Fifth: An undead Oracle wraith. Technically it's not a wraith in the bestiary. It's a homebrew race based on the Ringwraiths. This character has more HP than anyone, even the Bloodrager. And that's not going to change anytime soon because he gets HP from charisma due to his being undead. He doesn't even have a Con stat. He doesn't have any healing spells yet, but we just leveled up so he may have just picked one up. He used harm spells to heal himself of course. This guy uses a longsword and a heavy crossbow, probably the crossbow a little more. He says he's got 14 in most stats, and a 16 in charisma. Clearly he values a balanced character.

Here's the thing though, we all work together and get the quests done! Anyone else have played in a game this mixed up in terms of stereotypes and builds? I would love to hear about them.

Hey you guys have been great helping me as a gm here. And now I'm back for one final question for you peeps.

The players right now are headed for the final boss in my game. I'm gonna have it happen next session. They are at levels 15-17 right now and I'm sure they can kill him pretty good. But here's the problem.

The baddie in question is a supremely powerful lich. And I already decided that he knew all the spells in the book. My question for you guys is how do I make this a fair fight? Thing is, what's stopping the lich from say, teleporting the fighter into space. Or entombing the sorcerer, or spamming weird or horrid wilting on everyone till they die? Or hell, what's stopping him from wishing them all to die?

I do plan on having him toy with them for a little bit with disintegrates and fireballs here and there. But when he gets tired of them then what? The thing is, so many super high level spells are essentially save or die. And hell some non combat spells can be used like that anyway like the teleport into space idea. I don't want to be a gm that just up and starts killing off the players in cheep ways turn after turn like that. Even if it is the final battle. I want to give the players and the lich a fair chance at winning though.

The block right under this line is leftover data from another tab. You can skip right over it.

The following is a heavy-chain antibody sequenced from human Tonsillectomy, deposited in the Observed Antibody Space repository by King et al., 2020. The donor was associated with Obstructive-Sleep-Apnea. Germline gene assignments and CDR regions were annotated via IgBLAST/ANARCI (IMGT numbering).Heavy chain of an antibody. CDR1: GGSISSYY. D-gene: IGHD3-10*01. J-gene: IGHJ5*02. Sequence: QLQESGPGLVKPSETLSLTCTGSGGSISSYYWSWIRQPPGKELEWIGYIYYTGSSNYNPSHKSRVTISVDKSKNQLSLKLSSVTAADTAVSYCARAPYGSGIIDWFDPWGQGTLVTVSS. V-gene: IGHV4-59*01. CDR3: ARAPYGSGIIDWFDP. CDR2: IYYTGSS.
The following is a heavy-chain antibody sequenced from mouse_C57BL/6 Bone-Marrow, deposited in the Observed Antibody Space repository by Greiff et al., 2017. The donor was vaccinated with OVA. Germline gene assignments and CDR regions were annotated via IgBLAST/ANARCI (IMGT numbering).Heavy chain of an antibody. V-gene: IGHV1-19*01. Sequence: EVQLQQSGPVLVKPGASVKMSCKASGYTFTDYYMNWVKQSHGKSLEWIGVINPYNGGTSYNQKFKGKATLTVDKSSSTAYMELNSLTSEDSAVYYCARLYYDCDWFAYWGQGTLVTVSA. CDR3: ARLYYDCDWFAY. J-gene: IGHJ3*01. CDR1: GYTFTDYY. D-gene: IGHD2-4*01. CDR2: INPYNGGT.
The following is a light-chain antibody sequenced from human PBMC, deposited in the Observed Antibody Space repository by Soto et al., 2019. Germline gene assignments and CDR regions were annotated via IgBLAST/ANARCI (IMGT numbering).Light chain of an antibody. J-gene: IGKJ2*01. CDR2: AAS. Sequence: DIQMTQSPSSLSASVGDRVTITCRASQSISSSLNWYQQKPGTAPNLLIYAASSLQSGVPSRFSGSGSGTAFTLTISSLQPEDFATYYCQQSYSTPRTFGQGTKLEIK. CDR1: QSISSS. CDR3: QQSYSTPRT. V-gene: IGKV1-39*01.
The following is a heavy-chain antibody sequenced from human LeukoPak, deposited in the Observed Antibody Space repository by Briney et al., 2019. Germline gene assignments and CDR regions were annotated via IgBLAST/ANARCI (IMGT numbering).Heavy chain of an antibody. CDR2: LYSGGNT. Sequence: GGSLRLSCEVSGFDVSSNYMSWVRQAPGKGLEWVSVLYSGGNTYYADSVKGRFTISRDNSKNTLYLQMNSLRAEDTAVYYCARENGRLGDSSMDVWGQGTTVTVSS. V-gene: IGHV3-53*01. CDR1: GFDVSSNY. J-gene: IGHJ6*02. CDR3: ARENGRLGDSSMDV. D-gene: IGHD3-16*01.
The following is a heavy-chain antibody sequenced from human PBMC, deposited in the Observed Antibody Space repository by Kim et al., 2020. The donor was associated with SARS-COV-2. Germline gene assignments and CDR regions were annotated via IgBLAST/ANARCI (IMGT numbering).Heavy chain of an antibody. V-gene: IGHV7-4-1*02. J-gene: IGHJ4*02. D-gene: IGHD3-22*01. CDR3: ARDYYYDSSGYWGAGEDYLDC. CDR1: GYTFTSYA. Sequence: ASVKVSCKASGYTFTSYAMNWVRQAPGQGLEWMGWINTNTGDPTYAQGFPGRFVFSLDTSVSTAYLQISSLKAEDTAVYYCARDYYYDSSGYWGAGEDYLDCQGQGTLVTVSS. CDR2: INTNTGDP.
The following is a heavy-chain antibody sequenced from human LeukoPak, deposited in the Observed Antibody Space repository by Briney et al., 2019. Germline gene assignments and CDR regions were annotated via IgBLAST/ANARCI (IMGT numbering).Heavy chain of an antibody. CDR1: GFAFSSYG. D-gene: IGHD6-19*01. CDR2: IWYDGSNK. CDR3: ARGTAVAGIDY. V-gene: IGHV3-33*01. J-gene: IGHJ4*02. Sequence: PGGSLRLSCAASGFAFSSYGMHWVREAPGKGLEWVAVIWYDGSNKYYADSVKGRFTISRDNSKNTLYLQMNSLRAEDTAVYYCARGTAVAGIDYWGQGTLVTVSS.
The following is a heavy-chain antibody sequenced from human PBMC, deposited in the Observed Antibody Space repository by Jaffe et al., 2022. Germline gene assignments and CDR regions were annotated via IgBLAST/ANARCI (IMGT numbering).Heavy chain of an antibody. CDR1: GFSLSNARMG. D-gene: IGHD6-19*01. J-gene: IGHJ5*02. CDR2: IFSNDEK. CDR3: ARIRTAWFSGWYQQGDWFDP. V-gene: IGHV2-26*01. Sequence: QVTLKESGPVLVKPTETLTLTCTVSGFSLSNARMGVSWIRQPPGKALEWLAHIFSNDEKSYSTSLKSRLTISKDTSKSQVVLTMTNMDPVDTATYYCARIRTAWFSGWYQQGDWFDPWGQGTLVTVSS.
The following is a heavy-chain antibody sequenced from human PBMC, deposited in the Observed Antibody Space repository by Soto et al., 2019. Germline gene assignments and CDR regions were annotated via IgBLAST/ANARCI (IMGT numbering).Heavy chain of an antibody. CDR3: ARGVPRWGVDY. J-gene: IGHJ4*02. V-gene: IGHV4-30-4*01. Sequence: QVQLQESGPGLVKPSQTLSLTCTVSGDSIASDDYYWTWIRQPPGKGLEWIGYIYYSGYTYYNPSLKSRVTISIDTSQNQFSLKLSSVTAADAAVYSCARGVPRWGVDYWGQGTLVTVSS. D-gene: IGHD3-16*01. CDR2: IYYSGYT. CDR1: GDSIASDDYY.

Here's the general abilities of both sides:

AC: 40
SR: 28
HP: 666
Fort: 25
Ref: 30
Will: 37

Knows all spells

Players consist of a battlefield control/summoner wizard, a blaster sorcerer, a sword/board fighter, a cleric and a casting bard.

The fighter averages about 150 damage a round and has around 200 HP, so he's gonna be invaluable in this fight. The cleric can dish out 90 or so damage a turn himself with his hammer, but of course doing heal on the Lich would do almost twice as much. And the player has healed undead before so he knows this. The others have equipment designed to protect them from death effects. Plus, the fighter and cleric have the auto "5d8 healing if they get less than 0 hp" effect on their armor. Oh yeah and the fighter has the shield of Aroden that they all got from a quest.

So yeah, how can this work to be a fair fight without the lich coming off as stupid? That's the main thing. What should he do on his end of things? I don't want to rely on super cheap spells, but at the same time yeah he Lich ain't dumb. What's a dm to do?

I have all the bestiaries and have given a good look to a lot of the monsters. I don't think I saw any of them with piercing damage reduction. I find this weird for a weapon balance reason.

If there aren't any piercing dr monsters, then what point is the Piercing damage option on a gladius? Since it has slash and pierce, but a 19-20 crit rate, why would anyone use this over a scimitar? Aside from style I mean. Same thing with the scythe, it has piercing and slashing also. Granted the scythe does have the X4 crit thing going for it so I can see it being used. But the piercing doesn't do anything for the weapon because it can do slashing damage anyways right?

Ok maybe I missed something in the weapons description for the gladius that may give it a bonus to something that the scimitar lacks. But still I find it weird that there doesn't seem to be dr piercing monsters. The only reason I could think of is that it's to nerf ranged attacks a bit. Cause you know, they're ranged.

Can you guys help me out on this one? It's weird.

A simple query really, but honestly I'm curious. Even numbered stats have the benefit of giving you that solid mod right at the start. Whereas an odd number gives you the satisfaction of knowing that you can level it up at one of the 4th interval levels.